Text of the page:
Theatrical release poster
|Directed by||Philipp Stölzl|
|Produced by||Boris Schönfelder|
|Written by|| Christoph Silber |
|Starring|| Benno Fürmann |
|Music by||Christian Kolonovits|
|Edited by||Sven Budelmann|
|Countries||Germany, Austria, Switzerland|
North Face (German : Nordwand) is a 2008 German historical fiction film directed by Philipp Stölzl and starring Benno Fürmann, Florian Lukas, Johanna Wokalek, and Ulrich Tukur. Based on the famous 1936 attempt to climb the Eiger north face, the film is about two German climbers involved in a competition to climb the most dangerous rock face in the Alps.
This article needs an improved plot summary. (November 2015)
In 1936, climbers attempt to summit the Eiger via the north face, the last major unclimbed Alpine face.
German climbers Toni Kurz (Fürmann) and Andi Hinterstoisser (Lukas) and novice journalist Louise (Wokalek) are childhood friends from Berchtesgaden, Bavaria. Toni and Louise are also romantically involved. The men enlisted in the army and are successful amateur climbers. After hearing of an attempt on the Eiger north face, they decide to compete to make the ascent. In spite of their false claims that one of them is getting married while the other is to be the best man, they are refused leave from the army. They quit the service, being more interested in mountaineering than politics. Meanwhile, the competing team of Austrians are hoping for a Nazi-led incorporation of Austria into Germany.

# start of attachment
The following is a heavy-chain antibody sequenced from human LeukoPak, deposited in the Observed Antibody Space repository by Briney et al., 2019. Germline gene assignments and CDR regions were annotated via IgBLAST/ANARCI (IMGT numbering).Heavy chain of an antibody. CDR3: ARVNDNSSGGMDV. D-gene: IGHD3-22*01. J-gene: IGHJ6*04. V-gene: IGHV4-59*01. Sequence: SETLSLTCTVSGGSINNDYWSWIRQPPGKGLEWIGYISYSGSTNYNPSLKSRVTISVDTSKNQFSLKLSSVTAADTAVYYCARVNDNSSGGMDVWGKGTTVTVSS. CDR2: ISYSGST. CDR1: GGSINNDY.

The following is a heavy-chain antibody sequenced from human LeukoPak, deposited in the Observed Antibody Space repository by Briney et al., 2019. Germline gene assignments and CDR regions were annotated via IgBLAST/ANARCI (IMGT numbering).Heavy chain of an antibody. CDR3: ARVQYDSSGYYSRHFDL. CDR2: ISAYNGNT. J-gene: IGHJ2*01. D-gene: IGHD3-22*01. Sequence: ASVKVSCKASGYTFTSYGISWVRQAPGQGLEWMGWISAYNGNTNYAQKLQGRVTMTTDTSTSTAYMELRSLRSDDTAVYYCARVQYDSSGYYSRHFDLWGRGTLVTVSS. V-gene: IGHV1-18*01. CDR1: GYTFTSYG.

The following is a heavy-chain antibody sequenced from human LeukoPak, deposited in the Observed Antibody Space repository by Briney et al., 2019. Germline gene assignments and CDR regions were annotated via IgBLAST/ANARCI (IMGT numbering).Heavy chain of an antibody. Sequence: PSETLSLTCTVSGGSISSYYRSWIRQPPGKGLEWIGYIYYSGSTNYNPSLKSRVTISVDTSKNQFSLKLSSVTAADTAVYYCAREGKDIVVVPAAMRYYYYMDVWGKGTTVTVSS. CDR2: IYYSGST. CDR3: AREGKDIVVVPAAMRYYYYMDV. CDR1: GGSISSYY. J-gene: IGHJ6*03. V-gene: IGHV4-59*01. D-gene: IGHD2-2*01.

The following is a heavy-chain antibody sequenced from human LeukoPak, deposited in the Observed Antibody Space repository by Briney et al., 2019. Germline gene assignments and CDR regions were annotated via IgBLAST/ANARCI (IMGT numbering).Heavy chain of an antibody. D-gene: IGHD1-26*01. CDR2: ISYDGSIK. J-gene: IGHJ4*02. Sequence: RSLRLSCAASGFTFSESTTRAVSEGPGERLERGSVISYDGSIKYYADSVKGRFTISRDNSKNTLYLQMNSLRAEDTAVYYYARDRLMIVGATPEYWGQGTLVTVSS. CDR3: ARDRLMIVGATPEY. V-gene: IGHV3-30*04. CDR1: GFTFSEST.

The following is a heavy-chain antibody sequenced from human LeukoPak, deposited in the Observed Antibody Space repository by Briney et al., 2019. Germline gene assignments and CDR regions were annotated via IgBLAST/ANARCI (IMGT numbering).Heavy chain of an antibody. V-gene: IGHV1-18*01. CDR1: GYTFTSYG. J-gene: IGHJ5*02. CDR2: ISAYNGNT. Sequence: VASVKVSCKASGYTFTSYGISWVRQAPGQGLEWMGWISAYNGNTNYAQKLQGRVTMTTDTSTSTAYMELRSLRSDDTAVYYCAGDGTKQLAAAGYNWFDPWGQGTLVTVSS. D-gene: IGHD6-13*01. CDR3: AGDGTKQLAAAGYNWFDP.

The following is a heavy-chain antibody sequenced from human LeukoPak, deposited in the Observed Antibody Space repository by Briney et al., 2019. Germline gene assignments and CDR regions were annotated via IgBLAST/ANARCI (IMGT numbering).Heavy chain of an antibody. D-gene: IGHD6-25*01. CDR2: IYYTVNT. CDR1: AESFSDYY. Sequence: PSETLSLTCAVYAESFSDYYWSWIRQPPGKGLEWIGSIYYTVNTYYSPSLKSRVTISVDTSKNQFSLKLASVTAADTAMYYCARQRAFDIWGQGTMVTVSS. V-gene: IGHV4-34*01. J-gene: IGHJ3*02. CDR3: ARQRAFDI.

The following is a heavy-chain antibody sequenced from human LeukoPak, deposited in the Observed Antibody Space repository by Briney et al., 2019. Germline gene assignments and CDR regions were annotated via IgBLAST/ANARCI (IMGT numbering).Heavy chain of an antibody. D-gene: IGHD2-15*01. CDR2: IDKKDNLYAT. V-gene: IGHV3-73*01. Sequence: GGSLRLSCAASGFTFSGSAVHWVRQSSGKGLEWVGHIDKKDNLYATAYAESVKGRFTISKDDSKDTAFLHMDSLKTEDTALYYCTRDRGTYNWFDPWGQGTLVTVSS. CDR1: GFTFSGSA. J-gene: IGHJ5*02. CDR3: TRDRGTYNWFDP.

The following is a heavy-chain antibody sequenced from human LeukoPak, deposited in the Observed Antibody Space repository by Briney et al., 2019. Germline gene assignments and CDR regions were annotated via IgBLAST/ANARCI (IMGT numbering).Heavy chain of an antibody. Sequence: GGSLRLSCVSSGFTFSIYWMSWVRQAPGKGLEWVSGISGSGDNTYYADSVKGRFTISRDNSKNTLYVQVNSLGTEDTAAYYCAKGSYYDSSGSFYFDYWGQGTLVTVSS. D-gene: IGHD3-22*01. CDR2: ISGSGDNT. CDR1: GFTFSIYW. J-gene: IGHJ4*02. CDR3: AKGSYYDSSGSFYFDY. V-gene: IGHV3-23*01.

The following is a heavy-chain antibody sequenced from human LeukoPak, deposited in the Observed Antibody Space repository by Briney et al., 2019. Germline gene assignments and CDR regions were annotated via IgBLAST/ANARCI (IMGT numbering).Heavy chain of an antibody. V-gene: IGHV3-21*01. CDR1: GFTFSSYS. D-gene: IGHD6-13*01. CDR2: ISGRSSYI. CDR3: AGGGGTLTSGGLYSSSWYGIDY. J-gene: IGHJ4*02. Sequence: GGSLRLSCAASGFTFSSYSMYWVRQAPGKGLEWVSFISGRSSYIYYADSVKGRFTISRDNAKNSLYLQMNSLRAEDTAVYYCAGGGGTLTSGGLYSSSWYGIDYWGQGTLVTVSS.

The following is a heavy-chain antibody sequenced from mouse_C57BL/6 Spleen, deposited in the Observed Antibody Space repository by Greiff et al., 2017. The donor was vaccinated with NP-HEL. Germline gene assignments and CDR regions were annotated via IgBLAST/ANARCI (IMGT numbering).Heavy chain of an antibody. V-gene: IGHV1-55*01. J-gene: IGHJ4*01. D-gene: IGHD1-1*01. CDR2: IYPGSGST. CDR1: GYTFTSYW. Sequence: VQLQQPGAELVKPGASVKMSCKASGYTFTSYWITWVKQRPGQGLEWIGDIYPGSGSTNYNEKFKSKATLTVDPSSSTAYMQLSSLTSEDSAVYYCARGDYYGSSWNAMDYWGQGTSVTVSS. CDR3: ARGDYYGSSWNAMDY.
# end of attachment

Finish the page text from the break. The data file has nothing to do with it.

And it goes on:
Louise's superiors at the newspaper see a media opportunity and send her and her editor, the latter as a photographer, to cover the pair's ascent. Having no funds, Kurz and Hinterstoisser travel to the Bernese Alps on bicycles and share a tent, while the reporter pair stay in the luxurious hotel at Kleine Scheidegg. Competing French and Italian climbers assess the conditions and decide to abort their attempt, leaving the German and Austrian teams. Once both pairs begin, others watch from below.
After a series of incidents, the teams are forced to join together to survive and descend to safety. A rescue team comes within metres of reaching the last climber, but a knot between two short ropes is unable to pass through his carabiner. Kurz dies within earshot of Louise. Distraught at losing her best friends and repelled by her editor's cynicism, Lousie resigns. Later, she finds work as a professional photographer in postwar New York.
After a successful theatrical run in Germany, Switzerland, and Austria, the film was released in several non-German speaking countries including the United States, United Kingdom, Italy, and Japan from 2009-2010, receiving favorable reviews throughout.